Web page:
Should the New York Times have published the anonymous op-ed?
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Should the New York Times have published the anonymous op-ed?

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One day after bombshell quotes from Bob Woodward's new book about the Trump White House surfaced, the administration faced another leak. The New York Times published an op-ed from an anonymous senior White House official who claimed to be actively working against President Donald Trump's agenda. Critics were quick to say the Times should have refused to publish the piece without a name. The Times, however, said the piece was newsworthy enough to run anonymously and the source faced retaliation. What do you think?

THE VOTES ARE IN!
#ProtectTheSource
65.2%
#NameTheSource
34.8%

In an interview with The New York Times, several editors supported the decision:

It is exceedingly rare for The Times to grant anonymity to a writer on its Op-Ed pages, and the paper could cite only a handful of previous cases. But James Dao, the paper’s Op-Ed editor, said in an interview that the material in the essay was important enough to the public interest to merit an exception.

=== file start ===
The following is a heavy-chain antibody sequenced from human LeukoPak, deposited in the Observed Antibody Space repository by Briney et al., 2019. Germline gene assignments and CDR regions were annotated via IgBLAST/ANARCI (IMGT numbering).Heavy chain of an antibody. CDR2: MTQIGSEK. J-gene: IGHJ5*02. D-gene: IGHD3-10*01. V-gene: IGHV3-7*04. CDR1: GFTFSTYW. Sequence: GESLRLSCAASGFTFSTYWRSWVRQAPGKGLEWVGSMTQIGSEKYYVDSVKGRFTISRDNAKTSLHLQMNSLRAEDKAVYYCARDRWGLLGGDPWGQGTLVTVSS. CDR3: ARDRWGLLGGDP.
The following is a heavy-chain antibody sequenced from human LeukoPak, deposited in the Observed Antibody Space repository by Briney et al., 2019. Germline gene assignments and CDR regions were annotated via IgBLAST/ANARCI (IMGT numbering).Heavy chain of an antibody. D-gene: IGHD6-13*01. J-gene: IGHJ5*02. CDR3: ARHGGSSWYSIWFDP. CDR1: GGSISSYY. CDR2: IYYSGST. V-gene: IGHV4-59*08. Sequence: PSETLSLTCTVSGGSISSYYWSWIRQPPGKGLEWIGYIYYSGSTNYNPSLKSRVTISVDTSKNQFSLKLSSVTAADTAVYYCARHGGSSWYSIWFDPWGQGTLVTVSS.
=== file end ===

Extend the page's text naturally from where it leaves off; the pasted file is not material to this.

“This was a very strongly, clearly written piece by someone who was staking out what we felt was a very principled position that deserved an airing,” Mr. Dao said.
...Eileen Murphy, a Times spokeswoman, responded: “We are incredibly proud to have published this piece, which adds significant value to the public’s understanding of what is going on in the Trump administration from someone who is in a position to know.”
The Op-Ed article was submitted to Times opinion editors last week through an intermediary, Mr. Dao said. “It was clear early on that the writer wanted anonymity, but we didn’t grant anything until we read it and we were confident that they were who they said they were,” he said.

Critics, however, believe that by protecting the anonymity of the source, the Times is facilitating the undermining of our government and shirking the paper's civic responsibility to tell the truth.

The Times, however, does know who the person is, which also changes the position the newspaper occupies in this democracy. The Op-Ed section is separate from the news operation, but, in protecting the identity of the person who wrote the Op-Ed, the paper forfeits the job of holding power to account. An anonymous Op-Ed is a very rare thing. The editors at the Times faced a tough choice. They evidently concluded that the information contained in the piece was important enough to justify sidestepping normal journalistic practices and principles. I don’t doubt the editors’ serious intentions, though I happen to disagree—the content of the Op-Ed does not strike me as newsworthy. But that’s not the point. The thing about autocracies, or budding autocracies, is that they present citizens with only bad choices. At a certain point, one has to stop trying to find the right solution and has to look, instead, for a course of action that avoids complicity. By publishing the anonymous Op-Ed, the Times became complicit in its own corruption.
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